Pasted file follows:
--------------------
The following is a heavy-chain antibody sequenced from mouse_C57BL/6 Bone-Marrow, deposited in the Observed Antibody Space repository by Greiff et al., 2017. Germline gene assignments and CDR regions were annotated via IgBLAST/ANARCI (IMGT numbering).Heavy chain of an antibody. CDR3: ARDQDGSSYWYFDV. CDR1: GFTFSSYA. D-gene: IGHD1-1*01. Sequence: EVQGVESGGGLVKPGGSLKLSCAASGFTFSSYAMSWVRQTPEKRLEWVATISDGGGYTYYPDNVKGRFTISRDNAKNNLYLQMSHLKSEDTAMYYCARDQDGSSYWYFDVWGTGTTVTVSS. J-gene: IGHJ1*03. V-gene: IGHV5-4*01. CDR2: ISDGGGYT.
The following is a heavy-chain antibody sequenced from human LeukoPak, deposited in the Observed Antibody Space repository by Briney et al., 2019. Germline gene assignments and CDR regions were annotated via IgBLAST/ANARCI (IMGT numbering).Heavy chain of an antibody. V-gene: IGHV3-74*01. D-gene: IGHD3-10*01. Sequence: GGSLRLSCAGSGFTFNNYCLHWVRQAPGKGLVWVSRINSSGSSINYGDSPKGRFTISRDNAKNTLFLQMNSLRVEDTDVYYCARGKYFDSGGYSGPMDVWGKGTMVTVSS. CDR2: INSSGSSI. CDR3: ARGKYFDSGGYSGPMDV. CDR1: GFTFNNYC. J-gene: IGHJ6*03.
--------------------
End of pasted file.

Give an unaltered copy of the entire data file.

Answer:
The following is a heavy-chain antibody sequenced from mouse_C57BL/6 Bone-Marrow, deposited in the Observed Antibody Space repository by Greiff et al., 2017. Germline gene assignments and CDR regions were annotated via IgBLAST/ANARCI (IMGT numbering).Heavy chain of an antibody. CDR3: ARDQDGSSYWYFDV. CDR1: GFTFSSYA. D-gene: IGHD1-1*01. Sequence: EVQGVESGGGLVKPGGSLKLSCAASGFTFSSYAMSWVRQTPEKRLEWVATISDGGGYTYYPDNVKGRFTISRDNAKNNLYLQMSHLKSEDTAMYYCARDQDGSSYWYFDVWGTGTTVTVSS. J-gene: IGHJ1*03. V-gene: IGHV5-4*01. CDR2: ISDGGGYT.
The following is a heavy-chain antibody sequenced from human LeukoPak, deposited in the Observed Antibody Space repository by Briney et al., 2019. Germline gene assignments and CDR regions were annotated via IgBLAST/ANARCI (IMGT numbering).Heavy chain of an antibody. V-gene: IGHV3-74*01. D-gene: IGHD3-10*01. Sequence: GGSLRLSCAGSGFTFNNYCLHWVRQAPGKGLVWVSRINSSGSSINYGDSPKGRFTISRDNAKNTLFLQMNSLRVEDTDVYYCARGKYFDSGGYSGPMDVWGKGTMVTVSS. CDR2: INSSGSSI. CDR3: ARGKYFDSGGYSGPMDV. CDR1: GFTFNNYC. J-gene: IGHJ6*03.